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Researchers find link between brain activity and depressed mood


Researchers from University of California San Francisco have identified a common pattern of brain activity linked to feelings of low mood, particularly in people who have a tendency toward anxiety.

The findings published in the journal Cellcould help scientists to develop new therapies to help people with mood disorders such as depression by convincing the brain to ‘unlearn’ the detrimental signaling patterns of these diseases, according to researchers at the UCSF.

The study was funded by the Systems-Based Neurotechnology for Emerging Therapies (SUBNETS) program of the Defense Advanced Research Projects Agency (DARPA).

“It is remarkable that we are able to see the actual neural substrates of human mood directly from the brain,” study leader Dr Edward Chang, a UCSF Health neurosurgeon and neuroscientist, said in a press release.

“The findings have scientific implications for our understanding of how specific brain regions contribute to mood disorders, but also practical implications for identifying biomarkers that could be used for new technology designed to treat these disorders, which is a major priority of our SUBNETS effort,” Chang said.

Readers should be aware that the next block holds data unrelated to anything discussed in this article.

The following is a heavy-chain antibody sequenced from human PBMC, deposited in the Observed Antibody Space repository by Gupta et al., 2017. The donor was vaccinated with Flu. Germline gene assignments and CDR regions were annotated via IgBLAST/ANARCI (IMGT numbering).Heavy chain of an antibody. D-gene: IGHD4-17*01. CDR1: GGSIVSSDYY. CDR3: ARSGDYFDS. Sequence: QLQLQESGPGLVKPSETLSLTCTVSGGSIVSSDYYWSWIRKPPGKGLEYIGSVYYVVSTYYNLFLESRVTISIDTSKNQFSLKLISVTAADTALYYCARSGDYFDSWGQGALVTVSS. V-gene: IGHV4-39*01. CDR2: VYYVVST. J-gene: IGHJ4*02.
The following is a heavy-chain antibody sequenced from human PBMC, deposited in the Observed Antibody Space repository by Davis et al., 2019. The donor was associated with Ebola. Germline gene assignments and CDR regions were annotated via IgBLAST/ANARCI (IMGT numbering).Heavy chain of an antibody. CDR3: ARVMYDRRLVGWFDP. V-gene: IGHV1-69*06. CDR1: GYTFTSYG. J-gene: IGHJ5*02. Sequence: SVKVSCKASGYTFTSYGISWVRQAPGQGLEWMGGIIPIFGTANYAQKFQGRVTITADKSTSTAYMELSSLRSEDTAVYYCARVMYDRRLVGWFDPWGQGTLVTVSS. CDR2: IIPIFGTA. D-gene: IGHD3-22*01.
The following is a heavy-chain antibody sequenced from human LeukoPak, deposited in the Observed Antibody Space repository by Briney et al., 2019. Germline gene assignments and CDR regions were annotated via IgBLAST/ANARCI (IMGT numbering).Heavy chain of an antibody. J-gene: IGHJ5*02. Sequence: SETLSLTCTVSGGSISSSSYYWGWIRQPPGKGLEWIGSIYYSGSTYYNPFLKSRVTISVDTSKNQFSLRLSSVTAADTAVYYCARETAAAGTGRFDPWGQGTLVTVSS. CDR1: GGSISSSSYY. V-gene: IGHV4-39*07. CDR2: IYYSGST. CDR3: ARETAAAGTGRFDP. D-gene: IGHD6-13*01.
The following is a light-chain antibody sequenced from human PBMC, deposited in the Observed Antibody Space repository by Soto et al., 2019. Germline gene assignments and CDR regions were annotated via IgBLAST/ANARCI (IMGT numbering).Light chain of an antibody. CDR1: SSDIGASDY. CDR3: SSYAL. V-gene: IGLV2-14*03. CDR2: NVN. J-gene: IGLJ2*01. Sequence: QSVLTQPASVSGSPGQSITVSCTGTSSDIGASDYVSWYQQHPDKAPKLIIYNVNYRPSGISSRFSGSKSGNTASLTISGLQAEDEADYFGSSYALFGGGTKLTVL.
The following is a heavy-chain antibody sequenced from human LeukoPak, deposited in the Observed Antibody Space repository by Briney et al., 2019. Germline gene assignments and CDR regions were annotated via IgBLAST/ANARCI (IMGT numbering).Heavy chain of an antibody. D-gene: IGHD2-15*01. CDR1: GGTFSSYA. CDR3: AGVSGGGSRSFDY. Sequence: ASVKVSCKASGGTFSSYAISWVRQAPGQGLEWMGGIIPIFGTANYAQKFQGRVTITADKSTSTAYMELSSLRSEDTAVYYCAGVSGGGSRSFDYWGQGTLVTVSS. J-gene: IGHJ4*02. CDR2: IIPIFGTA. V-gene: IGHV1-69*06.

The researchers recruited 21 patient volunteers with epilepsy who had had 40 to 70 electrodes implanted on the brain’s surface and in deeper structures of the brain as part of standard preparation for surgery to remove seizure-causing brain tissue.

Over seven to 10 days,the researchers recorded a wide range of brain activity in these patients over the course of seven to 10 days, particularly focusing on certain deep brain structures that have been previously implicated in mood regulation.

The researchers then used computational algorithms to match patterns of brain activity to changes in the patients’ reported mood. Patients logged their mood throughout the day.

These new algorithms were developed by the lead author, Lowry Kirkby, PhD, a postdoctoral researcher in the Sohal lab, and Francisco Luongo, PhD, a recent alumnus of UCSF’s Neuroscience Graduate Program.

In the past, most human brain research on mood disorders relied on studies in which participants lie in an fMRI scanner and look at upsetting images or listen to sad stories.

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